// http://msdn.microsoft.com/en-us/magazine/cc163328.aspx
                    // Sets the Contant on a Label Control.
                    // This will work as its using the dispatcher

                    // The following Works
                    //Dispatcher.Invoke(
                    //    DispatcherPriority.Normal,
                    //    new Action<string>(SetLastWordValue),
                    //    _viewModel.Word);

                    // from http://stackoverflow.com/questions/2982498/wpf-dispatcher-the-calling-thread-cannot-access-this-object-because-a-differen
                    labelLastWord.Dispatcher.Invoke(
                        DispatcherPriority.Normal, 
                        new Action(() =>
                        {
                            labelLastWord.Content = _viewModel.Word;
                        })
                    );

                    // This will throw an exception 
                    // (it's on the wrong thread)
                    //labelLastWord.Content = _viewModel.Word;
                    break;

                case "RadioButtonWordOrderSelection":
                    break;

                default:
                    throw new NotImplementedException("[Not implemented for 'Property Name': " + e.PropertyName + "]");
            }
        }
        catch(Exception ex)
        {
            MessageBox.Show(ex.Message + "\n" + ex.StackTrace);
        }
    }

The UI updates perfectly for the progressBar1 and labelLastWord! I am facing a problem though, when progressBar1 and labelLastWord is updating the rest of the UI is frozen.

Is there a work around to fix this?

I greatly appreciate any help!

share|improve this question
    
In Wpf you should be using Commands rather than the code behind. Then you can easily async/await within the Command. –  Jordan Kaye Nov 1 '12 at 21:47
    
About the edited title, see Should questions include tags in their titles. –  Fnatte Nov 1 '12 at 21:59
    
@JordanKaye can you suggest me a good place to start with Commands? Thanks for your response!!! –  peplamb Nov 1 '12 at 22:48

1 Answer 1

up vote 1 down vote accepted

I strongly recommend you follow the guidelines in the Task-based Async Programming document. This is far better than just shunting work off to the thread pool via StartNew. If you do have CPU-bound operations, you could use Task.Run, but for everything else, use the existing async-ready endpoints.

Also, I find it useful to treat the entire VM as being in the UI context. So PropertyChanged is always raised in a UI context. Data binding in particular depends on this.

private async Task<List<string>> ReadAllLinesAsync(string file)
{
  var ret = new List<string>();
  using (var reader = new StreamReader(file))
  {
    string str = await reader.ReadLineAsync();
    while (str != null)
    {
      ret.Add(str);
      str = await reader.ReadLineAsync();
    }
  }
  return ret;
}

private async void button1_Click(object sender, RoutedEventArgs e)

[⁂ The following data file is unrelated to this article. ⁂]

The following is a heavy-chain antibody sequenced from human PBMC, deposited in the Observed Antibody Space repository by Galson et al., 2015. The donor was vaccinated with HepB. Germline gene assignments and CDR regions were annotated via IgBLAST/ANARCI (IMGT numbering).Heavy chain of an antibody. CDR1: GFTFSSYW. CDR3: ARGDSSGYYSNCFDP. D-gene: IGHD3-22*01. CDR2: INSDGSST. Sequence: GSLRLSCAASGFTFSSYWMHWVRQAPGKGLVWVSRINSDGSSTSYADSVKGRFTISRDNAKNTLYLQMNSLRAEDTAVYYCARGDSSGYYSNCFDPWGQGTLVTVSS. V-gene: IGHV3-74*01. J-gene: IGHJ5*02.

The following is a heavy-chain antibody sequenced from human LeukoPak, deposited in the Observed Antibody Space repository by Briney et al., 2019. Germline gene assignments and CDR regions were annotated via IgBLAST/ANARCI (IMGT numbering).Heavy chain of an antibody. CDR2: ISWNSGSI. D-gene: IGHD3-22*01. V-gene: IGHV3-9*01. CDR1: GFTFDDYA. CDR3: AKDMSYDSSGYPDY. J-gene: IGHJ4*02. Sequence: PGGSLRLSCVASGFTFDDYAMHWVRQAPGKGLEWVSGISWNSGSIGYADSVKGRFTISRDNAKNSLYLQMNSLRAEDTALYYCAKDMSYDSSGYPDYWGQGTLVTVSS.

{
  button1.IsEnabled = false;

  _viewModel.Words = await ReadAllLinesAsync("Words.txt");

  List<string> words;
  switch (_viewModel.RadioButtonWordOrderSelection)
  {
    case MainWindowViewModel.RadioButtonWordOrderSelections.NormalOrder:
      break;

    case MainWindowViewModel.RadioButtonWordOrderSelections.ReverseOrder:
      await Task.Run(() =>
      {
        words = _viewModel.Words.ToList();
        words.Reverse();
      });
      _viewModel.Words = words;
      break;

    case MainWindowViewModel.RadioButtonWordOrderSelections.Shuffle:
      await Task.Run(() =>
      {
        words = _viewModel.Words.Shuffle().ToList();
      });
      _viewModel.Words = words;
      break;
  }

  await DownloadSomething(_viewModel.Words);

  button1.IsEnabled = true;
}

private async Task DownloadSomething(IEnumerable<string> words)
{
  _viewModel.Progress = 0;

  foreach (var word in words)
  {
    _viewModel.Word = word;
    try
    {
      await ...; // async WebClient/HttpClient code here
    }
    catch (Exception e)
    {
      //Trace.WriteLine(e.Message);
    }

    _viewModel.Progress++;
  }
}

void _viewModel_PropertyChanged(object sender, System.ComponentModel.PropertyChangedEventArgs e)
{
  try
  {
    switch(e.PropertyName)
    {
      case "Progress":
        progress1.Value = _viewModel.Progress;
        break;

      case "Words":
        progress1.Maximum = _viewModel.Words.Count;
        break;

      case "Word":
        labelLastWord.Content = _viewModel.Word;
        break;

      case "RadioButtonWordOrderSelection":
        break;

      default:
        throw new NotImplementedException("[Not implemented for 'Property Name': " + e.PropertyName + "]");
    }
  }
  catch(Exception ex)
  {
    MessageBox.Show(ex.Message + "\n" + ex.StackTrace);
  }
}

As a closing note, I recommend you purchase and read thoroughly Josh Smith's MVVM book. You're using terms like "View" and "ViewModel", but the way you're using these components, you're completely avoiding all the advantages of the MVVM pattern.